The Third Fruit is a Bird is my third collection of poetry. It’s a 24-page chapbook with a nifty transparent flyleaf thingy.
Poems included in this collection include “Spider-Sense”, “You Should Have Killed the Monkey First”, “Mothwing Kiss”, “Pissing off Ezra”, “Infinity Plus One” and “Advice no. 34”. A lot of them are about superheroes and love, sometimes both.
The cover was designed by my most excellent brother, Hugh Ford, who has his own website celebrating his artistic endeavours.
If you rely on others’ opinions to formulate your own, you might be interested that Gem from Grace Notes once said “Adam Ford’s The Third Fruit Is A Bird is a charming little work.” and “Ford is writing the light hearted ditties that I’d love to be able to write.”
The Third Fruit is a Bird is currently out of print, but here’s a sample poem:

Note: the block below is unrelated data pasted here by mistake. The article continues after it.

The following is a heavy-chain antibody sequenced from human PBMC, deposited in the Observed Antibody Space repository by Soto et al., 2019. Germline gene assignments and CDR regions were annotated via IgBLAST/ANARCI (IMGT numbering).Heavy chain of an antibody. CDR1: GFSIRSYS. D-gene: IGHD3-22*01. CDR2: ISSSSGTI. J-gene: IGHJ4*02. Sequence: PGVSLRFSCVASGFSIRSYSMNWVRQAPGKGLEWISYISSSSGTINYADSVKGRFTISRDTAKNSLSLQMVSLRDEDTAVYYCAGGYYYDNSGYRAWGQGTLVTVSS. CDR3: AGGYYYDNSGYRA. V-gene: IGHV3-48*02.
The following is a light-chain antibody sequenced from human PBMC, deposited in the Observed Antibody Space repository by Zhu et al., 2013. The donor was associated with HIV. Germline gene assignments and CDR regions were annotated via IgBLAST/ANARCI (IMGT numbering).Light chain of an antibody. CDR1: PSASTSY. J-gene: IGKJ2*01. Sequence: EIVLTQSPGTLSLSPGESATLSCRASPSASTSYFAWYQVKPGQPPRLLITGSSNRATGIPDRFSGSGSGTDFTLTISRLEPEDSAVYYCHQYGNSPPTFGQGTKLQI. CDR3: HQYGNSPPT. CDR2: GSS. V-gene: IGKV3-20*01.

I dreamed the kiss of moth wings on my cheek
and woke to find a pair against my back,
each one an inch above my shoulderblade,
each one as soft as breath against my skin.
I stood. The tips reached almost to my waist.
I felt a strength beneath their velvet touch.
I felt a little strange next morning as
I dressed before the mirror in my room
and watched their pattern shifting in the light,
and watched them with my head turned as I flexed
and spread them out as wide as they would go,
then tucked them back to run along my spine,
then tucked them in my shirt to hold them close
beneath my clothes. I kept them to myself
all day at work, a secret from the world.
All day at work I felt them there, their warmth.
They trembled in their hiding-place as soft
As moonlight, curving snug against my back.
As moonlight filters through the evening air
some instinct makes them strain against my shirt
Insisting that I take myself outside
Insisting that I spread them wide apart,
Stand naked to the waist in evening air,
Embrace the gentle pulling of the moon,
Embrace the wind, the night and all the stars,
Stand tiptoe as my wings begin to stir
Not lifting me, but lightening my step.
Not lifting me, but strong enough to make
me stand a little taller than I would,
enough to give my back a straighter line,
enough to make the shadow that I cast
look like the man that I would like to be:
a man with wings beneath a cloudless sky.